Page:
Classing himself as an Alternative Blues Rock artist Matt Edwards has just released his third album and, unlike the first, it is a full (3-piece) band which regale us across the 10 original tracks of Backward Roots. Oxfordshire based Edwards always aims to make the song the focus, rather than the message being lost in over instrumentation. As a self-taught guitar player, he has managed to avoid too many ‘sounds like…’ comparisons and, across this album at least, concentrates on a solid blues/rock template, which inevitably reflects his influences. Listening to this latest album, I would guess those to be the late 60s and early 70s blues-rock, with hints of Zep, Trower, Gallagher and Peter Green-era Mac. Although a trio, the sound is full, with Dixon (no relation!) and Newman giving the sound a reinforced concrete backing without overpowering. The production is crystal clear and so, as is my wont, I can indulge in listening to each instrument in semi-isolation to truly appreciate and dissect each song. I find this a vital aid to identifying the kind of artist(s), which stand out from the crowd; there are a lot of skilled musicians out there who, for various reasons, fail to differentiate. Thankfully with Edwards, there is sufficient variation to warrant repeated listens.
The album opens with Aim High, a mid-paced electric blues with a nice picked intro and a solo, which cleverly echoes the central melody. Edwards’ voice is, I suppose, an acquired taste but it actually grows on you after repeated listens: think along the lines of Joe Walsh without the American accent and Joe’s tendency to pronounce his ‘r’s’ strangely, mixed with a bit of Cobain on the side. Always Going to Fool a Few is another mid-paced blues but this time the chord progressions have a complexity, which lifts it above the norm. Before the Sun is of the Gallagher persuasion, with nice guitar work throughout the solo, in particular, is a lesson in restrained blues playing. Following the Breeze is the first appearance for the acoustic guitar with a somewhat strained vocal, but when the bass and drums cut in, they give this song the kick and differentiation it needs, which prevents it falling into cliché. It does suffer from the incongruous use of them, I think, the ride cymbal. Nowhere Else to Hide sounds like a Led Zep II outtake with Edwards on vocals! Although I think I detect a Fender, rather than Gibson, ‘attack’ on the guitar. It is so familiar that you will, perhaps, forget that Zep reworked many classic blues on their albums, and so I will prefer to think that Edwards has gone back to those great pioneers. Pennies in the Dirt is again grounded on a classic blues trope. The solo is the standout with its depth and range. Rook starts out like a Govt. Mule song with a brilliant bass line and solid drumming (apart from that ride cymbal again!). His vocals are rampant here and very emotive. Two Faces has a bit of funk behind the main riff and is a little faster in pace than the preceding tracks, apart from the bridge, which leads us into a great solo. Who Do You is more of the same with a similar pace and feel. Closing the album is Who’s Becoming Who and they kept the best until last. This has so many lovely guitar phrases punctuating the verses and a superb closing solo that is faded far too quickly.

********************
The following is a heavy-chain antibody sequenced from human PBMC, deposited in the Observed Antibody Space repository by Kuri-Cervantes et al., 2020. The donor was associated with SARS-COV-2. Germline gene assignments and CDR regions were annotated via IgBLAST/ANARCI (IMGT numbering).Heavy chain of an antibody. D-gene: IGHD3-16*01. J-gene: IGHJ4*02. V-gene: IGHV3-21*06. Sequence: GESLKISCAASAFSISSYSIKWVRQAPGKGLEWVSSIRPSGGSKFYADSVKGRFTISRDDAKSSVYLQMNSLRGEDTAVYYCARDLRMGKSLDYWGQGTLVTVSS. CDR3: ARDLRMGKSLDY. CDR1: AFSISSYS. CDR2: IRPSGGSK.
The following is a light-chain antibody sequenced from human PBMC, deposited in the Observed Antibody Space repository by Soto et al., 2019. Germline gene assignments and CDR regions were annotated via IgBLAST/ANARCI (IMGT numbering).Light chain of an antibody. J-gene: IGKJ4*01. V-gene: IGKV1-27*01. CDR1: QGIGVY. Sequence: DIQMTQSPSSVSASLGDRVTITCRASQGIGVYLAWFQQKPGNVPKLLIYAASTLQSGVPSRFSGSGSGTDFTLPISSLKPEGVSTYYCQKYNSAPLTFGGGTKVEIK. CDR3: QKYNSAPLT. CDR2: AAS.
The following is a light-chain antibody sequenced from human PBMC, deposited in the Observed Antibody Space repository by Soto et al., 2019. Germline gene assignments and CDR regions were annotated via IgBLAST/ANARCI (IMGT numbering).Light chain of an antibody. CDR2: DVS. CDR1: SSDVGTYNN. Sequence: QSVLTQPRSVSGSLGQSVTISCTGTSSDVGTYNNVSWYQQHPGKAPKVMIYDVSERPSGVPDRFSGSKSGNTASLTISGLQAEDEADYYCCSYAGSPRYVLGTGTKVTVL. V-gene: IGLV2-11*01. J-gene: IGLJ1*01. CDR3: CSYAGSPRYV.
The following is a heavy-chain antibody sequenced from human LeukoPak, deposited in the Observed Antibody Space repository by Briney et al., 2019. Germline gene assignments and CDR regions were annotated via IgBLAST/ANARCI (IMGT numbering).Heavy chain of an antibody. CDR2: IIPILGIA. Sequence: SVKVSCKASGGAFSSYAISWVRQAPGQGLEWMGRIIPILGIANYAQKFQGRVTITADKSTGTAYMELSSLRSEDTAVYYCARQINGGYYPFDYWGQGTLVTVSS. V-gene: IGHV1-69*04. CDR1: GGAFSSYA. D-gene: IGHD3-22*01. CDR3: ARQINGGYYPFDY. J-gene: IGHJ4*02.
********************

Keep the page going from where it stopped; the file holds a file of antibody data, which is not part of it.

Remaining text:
Overall then, this is a quality album with quality players. There is little variation in pace and nothing which will sound new to blues aficionados, but the same people will still enjoy their approach and execution. However, based on this, I would think that their next album, if they inject that variation, will be even stronger. This is an album which will grow with repeated listens and is already on my iPod.
SEVENdoodle paws out of TEN …
- Aim High
- Always Going to Fool a Few
- Before the Sun
- Following the Breeze
- Nowhere Else to Hide
- Pennies in the Dirt
- Two Faces
- Who Do You
- Who’s Becoming Who
Matt Edwards – Vocals/Guitar
Stuart Dixon – Bass Guitar
Richard Newman – Drums/Percussion
Produced by Stuart Dixon/Matt Edwards.
Recorded at Platform Studios, Reading UK